This article was originally published in The Notebook. In August 2020, The Notebook became Chalkbeat Philadelphia.
by Holly Otterbein for NewsWorks
Could the state-controlled Philadelphia School Reform Commission soon decide how much city residents pay in sales taxes?
Gov. Corbett’s budget secretary, Charles Zogby, said there has been talk in Harrisburg of changing the law to give the SRC that power if City Council does not quickly extend a 1 percent local sales tax that was due to expire.
The tax extension, a key part of Corbett’s funding package for Philadelphia’s cash-strapped School District, would raise up to $120 million for the schools in future years and allow the city to borrow $50 million for them now. The General Assembly authorized the sales tax changes this summer.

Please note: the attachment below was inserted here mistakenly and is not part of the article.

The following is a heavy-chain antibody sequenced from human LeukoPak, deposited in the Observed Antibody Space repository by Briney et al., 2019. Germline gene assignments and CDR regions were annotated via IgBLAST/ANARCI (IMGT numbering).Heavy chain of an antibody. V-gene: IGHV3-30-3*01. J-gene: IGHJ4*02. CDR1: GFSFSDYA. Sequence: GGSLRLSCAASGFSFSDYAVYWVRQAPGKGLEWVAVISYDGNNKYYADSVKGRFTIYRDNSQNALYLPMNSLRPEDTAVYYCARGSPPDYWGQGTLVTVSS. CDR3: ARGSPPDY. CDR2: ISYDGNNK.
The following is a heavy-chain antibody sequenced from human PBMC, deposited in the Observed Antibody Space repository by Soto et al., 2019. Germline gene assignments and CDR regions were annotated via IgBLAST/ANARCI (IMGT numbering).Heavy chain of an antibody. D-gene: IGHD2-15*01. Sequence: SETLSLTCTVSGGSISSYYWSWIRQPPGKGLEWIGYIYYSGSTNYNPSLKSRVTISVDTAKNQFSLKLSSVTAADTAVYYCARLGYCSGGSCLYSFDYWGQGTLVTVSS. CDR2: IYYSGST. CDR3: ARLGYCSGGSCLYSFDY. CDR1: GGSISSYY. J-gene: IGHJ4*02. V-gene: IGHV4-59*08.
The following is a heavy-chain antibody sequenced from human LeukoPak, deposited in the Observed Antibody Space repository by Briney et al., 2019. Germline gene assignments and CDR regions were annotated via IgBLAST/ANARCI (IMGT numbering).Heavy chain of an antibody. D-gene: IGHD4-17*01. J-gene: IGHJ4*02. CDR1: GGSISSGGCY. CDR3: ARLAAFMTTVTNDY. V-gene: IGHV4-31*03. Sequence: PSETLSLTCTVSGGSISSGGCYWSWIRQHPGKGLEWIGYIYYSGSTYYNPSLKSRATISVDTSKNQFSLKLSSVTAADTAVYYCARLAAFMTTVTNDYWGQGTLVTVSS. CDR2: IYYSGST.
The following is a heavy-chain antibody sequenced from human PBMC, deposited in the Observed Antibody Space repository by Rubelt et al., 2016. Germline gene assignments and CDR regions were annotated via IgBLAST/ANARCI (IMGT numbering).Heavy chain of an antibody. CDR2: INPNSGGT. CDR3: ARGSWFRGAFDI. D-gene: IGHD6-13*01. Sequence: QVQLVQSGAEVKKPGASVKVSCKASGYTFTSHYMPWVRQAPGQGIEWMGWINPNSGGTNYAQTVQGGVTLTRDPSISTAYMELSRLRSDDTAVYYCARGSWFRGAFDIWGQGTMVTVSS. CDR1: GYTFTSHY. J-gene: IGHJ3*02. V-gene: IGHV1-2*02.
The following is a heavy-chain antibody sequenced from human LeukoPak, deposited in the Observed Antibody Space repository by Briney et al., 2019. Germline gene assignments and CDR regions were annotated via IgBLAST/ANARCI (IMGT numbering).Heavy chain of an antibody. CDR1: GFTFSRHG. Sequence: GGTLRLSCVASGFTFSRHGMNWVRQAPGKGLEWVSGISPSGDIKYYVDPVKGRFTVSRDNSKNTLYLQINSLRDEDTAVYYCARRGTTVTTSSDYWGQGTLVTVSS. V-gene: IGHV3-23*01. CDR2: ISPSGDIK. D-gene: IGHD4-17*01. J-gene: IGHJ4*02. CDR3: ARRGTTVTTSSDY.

"There’s just so much patience that I think folks are going to be prepared to exercise," Zogby said. "If City Council is unwilling to act, I think there’ll be those in Harrisburg who will say, ‘Well, then maybe we need to look at another path and take City Council out of the picture.’"
Council members have balked at Corbett’s funding plan, which they see as desperately short on state dollars. They want to instead split the local sales tax money between the schools and the city’s troubled pension fund, and make up the difference with more state funding and a new cigarette tax.
Mayor Nutter supports those changes as a whole package, but he wants Council to pass the sales-tax extension now so the city can immediately borrow money for the schools. To raise extra money for this year, Council prefers giving the District $50 million in exchange for several properties.
Zogby would not say who, exactly, is talking about giving the SRC power over the city’s sales tax or whether Corbett would endorse it. He said only that the idea has been "raised in some quarters."